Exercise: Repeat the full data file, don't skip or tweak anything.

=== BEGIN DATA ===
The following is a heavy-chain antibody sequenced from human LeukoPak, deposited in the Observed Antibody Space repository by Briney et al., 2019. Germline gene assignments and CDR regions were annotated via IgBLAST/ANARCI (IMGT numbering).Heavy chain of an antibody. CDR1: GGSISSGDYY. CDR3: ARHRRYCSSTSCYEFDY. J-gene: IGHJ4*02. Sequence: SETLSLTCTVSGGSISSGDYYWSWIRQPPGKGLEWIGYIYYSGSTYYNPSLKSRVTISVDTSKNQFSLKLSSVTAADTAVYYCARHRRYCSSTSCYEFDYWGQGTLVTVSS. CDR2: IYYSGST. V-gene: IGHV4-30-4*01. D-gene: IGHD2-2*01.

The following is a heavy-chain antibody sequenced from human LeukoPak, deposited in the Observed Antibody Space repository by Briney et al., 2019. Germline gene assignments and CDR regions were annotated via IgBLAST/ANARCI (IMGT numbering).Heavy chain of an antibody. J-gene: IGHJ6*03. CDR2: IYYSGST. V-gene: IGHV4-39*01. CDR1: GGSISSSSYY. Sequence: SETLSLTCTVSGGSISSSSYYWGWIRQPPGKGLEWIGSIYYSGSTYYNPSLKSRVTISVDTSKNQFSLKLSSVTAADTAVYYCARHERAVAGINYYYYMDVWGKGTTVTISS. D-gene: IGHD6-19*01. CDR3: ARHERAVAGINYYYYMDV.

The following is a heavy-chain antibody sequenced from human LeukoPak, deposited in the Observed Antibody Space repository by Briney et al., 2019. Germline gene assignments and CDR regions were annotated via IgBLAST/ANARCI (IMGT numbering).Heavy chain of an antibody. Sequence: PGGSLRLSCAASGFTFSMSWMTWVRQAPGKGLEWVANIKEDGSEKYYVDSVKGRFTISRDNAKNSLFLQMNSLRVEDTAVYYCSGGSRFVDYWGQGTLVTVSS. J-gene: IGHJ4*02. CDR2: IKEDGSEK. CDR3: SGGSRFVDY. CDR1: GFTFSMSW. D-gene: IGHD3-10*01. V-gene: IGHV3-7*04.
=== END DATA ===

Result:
The following is a heavy-chain antibody sequenced from human LeukoPak, deposited in the Observed Antibody Space repository by Briney et al., 2019. Germline gene assignments and CDR regions were annotated via IgBLAST/ANARCI (IMGT numbering).Heavy chain of an antibody. CDR1: GGSISSGDYY. CDR3: ARHRRYCSSTSCYEFDY. J-gene: IGHJ4*02. Sequence: SETLSLTCTVSGGSISSGDYYWSWIRQPPGKGLEWIGYIYYSGSTYYNPSLKSRVTISVDTSKNQFSLKLSSVTAADTAVYYCARHRRYCSSTSCYEFDYWGQGTLVTVSS. CDR2: IYYSGST. V-gene: IGHV4-30-4*01. D-gene: IGHD2-2*01.

The following is a heavy-chain antibody sequenced from human LeukoPak, deposited in the Observed Antibody Space repository by Briney et al., 2019. Germline gene assignments and CDR regions were annotated via IgBLAST/ANARCI (IMGT numbering).Heavy chain of an antibody. J-gene: IGHJ6*03. CDR2: IYYSGST. V-gene: IGHV4-39*01. CDR1: GGSISSSSYY. Sequence: SETLSLTCTVSGGSISSSSYYWGWIRQPPGKGLEWIGSIYYSGSTYYNPSLKSRVTISVDTSKNQFSLKLSSVTAADTAVYYCARHERAVAGINYYYYMDVWGKGTTVTISS. D-gene: IGHD6-19*01. CDR3: ARHERAVAGINYYYYMDV.

The following is a heavy-chain antibody sequenced from human LeukoPak, deposited in the Observed Antibody Space repository by Briney et al., 2019. Germline gene assignments and CDR regions were annotated via IgBLAST/ANARCI (IMGT numbering).Heavy chain of an antibody. Sequence: PGGSLRLSCAASGFTFSMSWMTWVRQAPGKGLEWVANIKEDGSEKYYVDSVKGRFTISRDNAKNSLFLQMNSLRVEDTAVYYCSGGSRFVDYWGQGTLVTVSS. J-gene: IGHJ4*02. CDR2: IKEDGSEK. CDR3: SGGSRFVDY. CDR1: GFTFSMSW. D-gene: IGHD3-10*01. V-gene: IGHV3-7*04.